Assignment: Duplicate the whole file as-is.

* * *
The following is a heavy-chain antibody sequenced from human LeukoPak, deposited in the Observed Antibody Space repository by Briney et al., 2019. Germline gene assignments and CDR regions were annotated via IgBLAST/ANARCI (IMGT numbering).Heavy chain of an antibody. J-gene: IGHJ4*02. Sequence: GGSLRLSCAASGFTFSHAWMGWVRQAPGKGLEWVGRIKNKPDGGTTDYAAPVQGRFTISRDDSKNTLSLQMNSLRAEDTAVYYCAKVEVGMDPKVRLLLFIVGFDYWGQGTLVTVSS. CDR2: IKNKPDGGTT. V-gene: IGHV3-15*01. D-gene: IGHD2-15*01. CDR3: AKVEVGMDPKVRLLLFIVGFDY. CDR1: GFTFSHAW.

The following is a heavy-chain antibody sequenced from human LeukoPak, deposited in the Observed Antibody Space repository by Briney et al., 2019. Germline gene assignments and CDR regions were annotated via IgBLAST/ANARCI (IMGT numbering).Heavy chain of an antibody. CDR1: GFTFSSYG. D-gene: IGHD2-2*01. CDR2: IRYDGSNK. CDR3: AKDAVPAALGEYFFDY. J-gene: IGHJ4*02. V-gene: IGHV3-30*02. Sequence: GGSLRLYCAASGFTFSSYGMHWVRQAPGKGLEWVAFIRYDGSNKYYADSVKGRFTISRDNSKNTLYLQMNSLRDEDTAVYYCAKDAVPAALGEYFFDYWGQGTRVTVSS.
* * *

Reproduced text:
The following is a heavy-chain antibody sequenced from human LeukoPak, deposited in the Observed Antibody Space repository by Briney et al., 2019. Germline gene assignments and CDR regions were annotated via IgBLAST/ANARCI (IMGT numbering).Heavy chain of an antibody. J-gene: IGHJ4*02. Sequence: GGSLRLSCAASGFTFSHAWMGWVRQAPGKGLEWVGRIKNKPDGGTTDYAAPVQGRFTISRDDSKNTLSLQMNSLRAEDTAVYYCAKVEVGMDPKVRLLLFIVGFDYWGQGTLVTVSS. CDR2: IKNKPDGGTT. V-gene: IGHV3-15*01. D-gene: IGHD2-15*01. CDR3: AKVEVGMDPKVRLLLFIVGFDY. CDR1: GFTFSHAW.

The following is a heavy-chain antibody sequenced from human LeukoPak, deposited in the Observed Antibody Space repository by Briney et al., 2019. Germline gene assignments and CDR regions were annotated via IgBLAST/ANARCI (IMGT numbering).Heavy chain of an antibody. CDR1: GFTFSSYG. D-gene: IGHD2-2*01. CDR2: IRYDGSNK. CDR3: AKDAVPAALGEYFFDY. J-gene: IGHJ4*02. V-gene: IGHV3-30*02. Sequence: GGSLRLYCAASGFTFSSYGMHWVRQAPGKGLEWVAFIRYDGSNKYYADSVKGRFTISRDNSKNTLYLQMNSLRDEDTAVYYCAKDAVPAALGEYFFDYWGQGTRVTVSS.